Jing Huang is a ceramic artist and sculptor currently based in Toronto, Ontario. She was born and raised in China, and received her BFA from Jingdezhen Ceramic Institute in 2012, and her Advanced Diploma in ceramics from Sheridan College in 2015. Jing is currently an Artist-in-Residence at the Harbourfront Centre.
Jing’s explorations are guided by new experiences that come from living in an unfamiliar landscape, meeting different people and experiencing new cultures. In her practice, Jing is currently exploring the concepts of nature, loss, and dislocation.
Jing asks, “If the distance between China and Canada is 7723 km, then what is the distance between the previous me, and the current me? If there are 12 hours between home and here, what time is it for me now?” Jing’s practice attempts to work with these questions, at the intersection of her old life meeting her new one, the moment intimately close. Working with old and new simultaneously, Jing works with the experience of distance between the present and future.
Jing’s works are the voice and imagination of her life outside her country. They record the feelings and changes in her life. Reassembling these observations are her key to making sculpture, her way to Shi Wai Tao Yuan, her Shangri-la.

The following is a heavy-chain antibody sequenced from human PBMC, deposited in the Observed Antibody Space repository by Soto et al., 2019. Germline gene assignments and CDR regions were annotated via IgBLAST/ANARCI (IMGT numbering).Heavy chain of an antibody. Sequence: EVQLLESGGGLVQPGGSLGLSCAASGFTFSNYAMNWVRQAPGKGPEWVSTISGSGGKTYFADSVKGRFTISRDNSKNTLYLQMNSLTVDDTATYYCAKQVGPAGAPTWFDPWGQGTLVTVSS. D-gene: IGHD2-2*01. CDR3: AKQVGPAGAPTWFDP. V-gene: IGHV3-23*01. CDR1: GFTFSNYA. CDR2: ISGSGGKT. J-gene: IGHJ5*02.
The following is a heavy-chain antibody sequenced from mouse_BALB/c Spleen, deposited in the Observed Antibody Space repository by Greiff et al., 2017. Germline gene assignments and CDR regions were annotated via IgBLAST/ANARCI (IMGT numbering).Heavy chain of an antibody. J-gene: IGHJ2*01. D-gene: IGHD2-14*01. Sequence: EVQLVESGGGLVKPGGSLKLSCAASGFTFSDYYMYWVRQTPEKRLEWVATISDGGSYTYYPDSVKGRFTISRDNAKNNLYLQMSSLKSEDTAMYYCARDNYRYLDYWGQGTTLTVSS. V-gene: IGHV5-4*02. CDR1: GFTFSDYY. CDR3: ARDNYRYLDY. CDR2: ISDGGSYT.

CRAFT AWARDS celebrate and recognize excellence, and since 1981 the program has supported over 500 emerging to established craft professionals in all disciplines. We invite you to take a closer look at the outstanding work of the 2015 Craft Awards recipients below, as well as find out more about their perspectives and processes.
The Craft Awards program is made possible through the generous support of the following donors and contributors: The RBC Foundation, the Craft Ontario Volunteer Committee, the One of a Kind Spring Show & Sale, Kingcrafts, The Pottery Supply House, Tuckers Pottery Supplies Ltd., the Women’s Association of the Mining Industry of Canada, A & M Wood Specialty Inc., Lacy and Co. Ltd, and the Copeland, Walker, Gregor, Yung, McPherson, Robertson and Diamond Butts families.
From childhood, Andrée Chénier would gather interesting items from nature walks. Today, she is often compelled to collect treasures she has discovered along the way. For many of us, the desire to keep mementos of nature close at hand inspires us; they not only serve as reminders of beauty, but also of the feelings we experience when we first encountered them.
Historical jewellery forms like memento mori, étuits (for chatelaines), lockets and perfume rings, were designed to store utilitarian or meaningful objects close to the body. Andrée draws inspiration from such pieces to create jewellery that connect us to nature. The object, whether it be an unusual stone, the twist of a branch, a flower petal, or a feather, is not only visually present in the design, but is also often contained within the piece itself.